Providing patients with environmentally friendly cannabis is a key component of Khiron’s business model. The company now offers their sustainable cannabis in Colombia, Peru, Germany, the UK, and Brazil. Specific operations in each country vary depending on regulations in the region. In Colombia, the company is responsible for three wholly owned clinics and became the first company to sell THC medical cannabis in Peru through Farmacia Universal. In the UK, Khiron’s Project Twenty21 aims to create evidence of the effectiveness of medical cannabis through clinical trials. Championing projects that increase evidence towards the clinical efficacy of medical cannabis positions Khiron to expand their care into more countries.
The success of Khiron’s Colombian seed-to-patient business model is evident in the company’s Q2 earnings from 2021, which saw 68% growth year-over-year in total revenues. These numbers come with a staggering 88% gross margin in medical cannabis and are indicative of both the company’s success and the growing market for medicinal cannabis. Khiron is working to bring their business model to the European sector and aims to reach 1 million patients and consumers by 2024. This expansion comes with a desire to champion sustainable growing practices and functions as a global leader for cannabis and the environment.
Khiron’s 2020 Sustainability Report highlights the company and its brand’s overarching dedication to science and sustainable cannabis production. By initially identifying key issues, such as reducing carbon footprint and energy use, Khiron developed 10 goals that align with the United Nations Sustainable Development Goals. These goals are designed to be the blueprint for sustainable initiatives going forward and prove to be a more than adequate benchmark for success in sustainability.
Like many brands, Khiron’s commitment to the environment stems from a deep-seated ideology that corporations are responsible for the communities and environments in which they operate. Integrating environmentally sustainable measures into their business practices helps ensure they are positively impacting local communities.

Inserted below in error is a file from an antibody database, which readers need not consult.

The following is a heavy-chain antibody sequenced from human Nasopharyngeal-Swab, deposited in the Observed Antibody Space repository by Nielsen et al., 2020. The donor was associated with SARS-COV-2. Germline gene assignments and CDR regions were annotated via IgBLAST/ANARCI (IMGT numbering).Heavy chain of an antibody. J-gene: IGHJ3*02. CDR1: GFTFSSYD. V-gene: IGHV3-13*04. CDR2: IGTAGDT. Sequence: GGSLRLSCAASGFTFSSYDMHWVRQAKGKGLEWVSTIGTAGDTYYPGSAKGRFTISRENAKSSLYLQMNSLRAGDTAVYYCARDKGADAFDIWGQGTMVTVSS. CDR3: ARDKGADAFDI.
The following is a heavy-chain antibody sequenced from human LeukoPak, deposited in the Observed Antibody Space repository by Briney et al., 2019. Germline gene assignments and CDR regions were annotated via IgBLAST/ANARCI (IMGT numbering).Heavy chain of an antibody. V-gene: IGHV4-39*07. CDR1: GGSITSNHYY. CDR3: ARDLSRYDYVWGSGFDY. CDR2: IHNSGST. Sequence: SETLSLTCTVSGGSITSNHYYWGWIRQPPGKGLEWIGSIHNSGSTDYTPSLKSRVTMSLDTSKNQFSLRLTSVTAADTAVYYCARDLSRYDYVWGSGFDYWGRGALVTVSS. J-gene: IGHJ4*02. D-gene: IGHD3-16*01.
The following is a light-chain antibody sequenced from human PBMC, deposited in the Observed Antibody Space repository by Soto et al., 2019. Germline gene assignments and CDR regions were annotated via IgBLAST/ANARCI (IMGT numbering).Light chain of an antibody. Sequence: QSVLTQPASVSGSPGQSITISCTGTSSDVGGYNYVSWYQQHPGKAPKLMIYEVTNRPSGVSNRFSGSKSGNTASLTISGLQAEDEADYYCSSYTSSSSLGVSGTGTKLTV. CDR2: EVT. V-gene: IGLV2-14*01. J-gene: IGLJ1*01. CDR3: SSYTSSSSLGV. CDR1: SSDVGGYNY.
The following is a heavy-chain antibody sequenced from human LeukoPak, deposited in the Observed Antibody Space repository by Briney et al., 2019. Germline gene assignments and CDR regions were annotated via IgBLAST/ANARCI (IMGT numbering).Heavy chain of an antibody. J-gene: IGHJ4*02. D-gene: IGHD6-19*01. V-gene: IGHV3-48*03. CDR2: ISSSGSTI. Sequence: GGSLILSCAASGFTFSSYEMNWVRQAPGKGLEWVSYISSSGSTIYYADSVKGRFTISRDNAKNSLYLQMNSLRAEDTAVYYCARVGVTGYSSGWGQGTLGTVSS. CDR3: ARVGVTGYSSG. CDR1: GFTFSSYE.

“Taking care and preserving natural resources through their responsible and efficient usage and management is a fundamental principle of our operations,” Ochoa said. “We believe the sustainable growth of our business shall not affect the availability of resources for the local communities, nor future generations.”
Environmental compliance is a major part of fulfilling this mission; Khiron strictly follows all local environmental regulations in their regions of business. Environmental Social Governance (ESG), has become increasingly more important to both consumers and stakeholders. Recognizing the need for corporate accountability, Khiron is committed to improving lives through cannabis, but it doesn’t stop there; the brand also contributes resources to enhancing the health and environment of their patients’ communities.
One outreach effort exemplifying their dedication to the environment took place in Tolima, Colombia, where Khiron’s production facilities are located. To offset their carbon footprint, Khiron commissioned a solar park that aims to reduce energy consumption by up to 40 percent and is expected to reduce Khiron’s CO2 emissions by 580 tons. This initiative comes with moves to reduce natural resource consumption including water, energy, and raw materials.
Sustainable medicinal cannabis is in high demand, and Khiron is doing their part to encourage other cannabis leaders to follow their example. Khiron’s 97-page 2020 sustainability report indicates their recognition of the challenges posed by a changing climate and commitment to mitigating the effects as best they can.